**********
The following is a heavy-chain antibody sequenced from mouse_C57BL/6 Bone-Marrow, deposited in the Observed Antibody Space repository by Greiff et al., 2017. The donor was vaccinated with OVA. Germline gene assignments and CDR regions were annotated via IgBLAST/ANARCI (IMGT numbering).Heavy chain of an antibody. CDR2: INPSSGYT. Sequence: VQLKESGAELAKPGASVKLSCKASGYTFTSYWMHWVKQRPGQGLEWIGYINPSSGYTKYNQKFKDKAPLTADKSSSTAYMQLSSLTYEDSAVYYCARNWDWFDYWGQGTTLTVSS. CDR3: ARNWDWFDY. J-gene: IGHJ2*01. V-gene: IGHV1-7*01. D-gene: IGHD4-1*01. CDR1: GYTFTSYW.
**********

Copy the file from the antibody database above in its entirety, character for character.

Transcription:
The following is a heavy-chain antibody sequenced from mouse_C57BL/6 Bone-Marrow, deposited in the Observed Antibody Space repository by Greiff et al., 2017. The donor was vaccinated with OVA. Germline gene assignments and CDR regions were annotated via IgBLAST/ANARCI (IMGT numbering).Heavy chain of an antibody. CDR2: INPSSGYT. Sequence: VQLKESGAELAKPGASVKLSCKASGYTFTSYWMHWVKQRPGQGLEWIGYINPSSGYTKYNQKFKDKAPLTADKSSSTAYMQLSSLTYEDSAVYYCARNWDWFDYWGQGTTLTVSS. CDR3: ARNWDWFDY. J-gene: IGHJ2*01. V-gene: IGHV1-7*01. D-gene: IGHD4-1*01. CDR1: GYTFTSYW.